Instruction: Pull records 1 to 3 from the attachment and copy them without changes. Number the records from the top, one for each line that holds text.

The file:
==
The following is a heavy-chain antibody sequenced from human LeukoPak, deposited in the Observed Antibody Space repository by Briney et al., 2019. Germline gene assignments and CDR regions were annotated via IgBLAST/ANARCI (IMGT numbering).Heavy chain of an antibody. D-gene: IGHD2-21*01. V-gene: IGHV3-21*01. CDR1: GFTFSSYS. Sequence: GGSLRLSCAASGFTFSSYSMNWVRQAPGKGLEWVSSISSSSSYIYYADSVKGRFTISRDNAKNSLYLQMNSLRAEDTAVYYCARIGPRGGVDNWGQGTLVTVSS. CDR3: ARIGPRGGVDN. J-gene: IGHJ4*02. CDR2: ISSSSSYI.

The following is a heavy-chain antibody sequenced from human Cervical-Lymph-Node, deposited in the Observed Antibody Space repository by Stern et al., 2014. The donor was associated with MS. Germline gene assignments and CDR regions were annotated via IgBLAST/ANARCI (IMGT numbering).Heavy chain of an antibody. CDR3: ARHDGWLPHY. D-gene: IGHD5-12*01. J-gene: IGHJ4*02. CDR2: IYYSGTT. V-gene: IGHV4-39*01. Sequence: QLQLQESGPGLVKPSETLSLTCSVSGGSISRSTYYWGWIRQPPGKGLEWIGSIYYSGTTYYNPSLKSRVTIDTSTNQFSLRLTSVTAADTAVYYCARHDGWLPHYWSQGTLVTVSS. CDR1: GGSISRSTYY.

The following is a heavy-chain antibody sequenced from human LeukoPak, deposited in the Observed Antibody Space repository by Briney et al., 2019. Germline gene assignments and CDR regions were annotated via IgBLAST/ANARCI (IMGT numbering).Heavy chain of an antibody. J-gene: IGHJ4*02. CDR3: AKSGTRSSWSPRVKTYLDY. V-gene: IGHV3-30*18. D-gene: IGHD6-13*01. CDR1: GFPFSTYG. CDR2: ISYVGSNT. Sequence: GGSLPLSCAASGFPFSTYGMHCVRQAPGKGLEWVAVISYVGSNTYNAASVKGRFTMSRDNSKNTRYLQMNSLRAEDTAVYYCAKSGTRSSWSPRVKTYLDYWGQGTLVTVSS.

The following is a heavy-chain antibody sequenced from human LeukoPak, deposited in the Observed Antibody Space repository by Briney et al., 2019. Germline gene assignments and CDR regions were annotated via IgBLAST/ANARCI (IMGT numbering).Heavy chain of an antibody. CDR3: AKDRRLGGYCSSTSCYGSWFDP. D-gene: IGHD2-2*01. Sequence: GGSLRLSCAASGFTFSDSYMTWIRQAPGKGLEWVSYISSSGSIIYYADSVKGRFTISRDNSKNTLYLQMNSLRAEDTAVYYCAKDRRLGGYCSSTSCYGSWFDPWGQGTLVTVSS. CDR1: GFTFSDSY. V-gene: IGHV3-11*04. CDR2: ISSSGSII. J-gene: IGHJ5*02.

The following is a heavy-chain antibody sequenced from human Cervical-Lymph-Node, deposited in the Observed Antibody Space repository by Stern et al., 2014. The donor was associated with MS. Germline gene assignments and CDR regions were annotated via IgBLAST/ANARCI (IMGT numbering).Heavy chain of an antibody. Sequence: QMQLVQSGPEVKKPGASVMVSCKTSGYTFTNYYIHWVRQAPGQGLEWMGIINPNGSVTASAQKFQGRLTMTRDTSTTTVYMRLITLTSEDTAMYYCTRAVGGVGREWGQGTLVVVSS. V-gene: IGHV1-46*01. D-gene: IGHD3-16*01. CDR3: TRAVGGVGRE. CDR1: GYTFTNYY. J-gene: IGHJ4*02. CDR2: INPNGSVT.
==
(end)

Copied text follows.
The following is a heavy-chain antibody sequenced from human LeukoPak, deposited in the Observed Antibody Space repository by Briney et al., 2019. Germline gene assignments and CDR regions were annotated via IgBLAST/ANARCI (IMGT numbering).Heavy chain of an antibody. D-gene: IGHD2-21*01. V-gene: IGHV3-21*01. CDR1: GFTFSSYS. Sequence: GGSLRLSCAASGFTFSSYSMNWVRQAPGKGLEWVSSISSSSSYIYYADSVKGRFTISRDNAKNSLYLQMNSLRAEDTAVYYCARIGPRGGVDNWGQGTLVTVSS. CDR3: ARIGPRGGVDN. J-gene: IGHJ4*02. CDR2: ISSSSSYI.

The following is a heavy-chain antibody sequenced from human Cervical-Lymph-Node, deposited in the Observed Antibody Space repository by Stern et al., 2014. The donor was associated with MS. Germline gene assignments and CDR regions were annotated via IgBLAST/ANARCI (IMGT numbering).Heavy chain of an antibody. CDR3: ARHDGWLPHY. D-gene: IGHD5-12*01. J-gene: IGHJ4*02. CDR2: IYYSGTT. V-gene: IGHV4-39*01. Sequence: QLQLQESGPGLVKPSETLSLTCSVSGGSISRSTYYWGWIRQPPGKGLEWIGSIYYSGTTYYNPSLKSRVTIDTSTNQFSLRLTSVTAADTAVYYCARHDGWLPHYWSQGTLVTVSS. CDR1: GGSISRSTYY.

The following is a heavy-chain antibody sequenced from human LeukoPak, deposited in the Observed Antibody Space repository by Briney et al., 2019. Germline gene assignments and CDR regions were annotated via IgBLAST/ANARCI (IMGT numbering).Heavy chain of an antibody. J-gene: IGHJ4*02. CDR3: AKSGTRSSWSPRVKTYLDY. V-gene: IGHV3-30*18. D-gene: IGHD6-13*01. CDR1: GFPFSTYG. CDR2: ISYVGSNT. Sequence: GGSLPLSCAASGFPFSTYGMHCVRQAPGKGLEWVAVISYVGSNTYNAASVKGRFTMSRDNSKNTRYLQMNSLRAEDTAVYYCAKSGTRSSWSPRVKTYLDYWGQGTLVTVSS.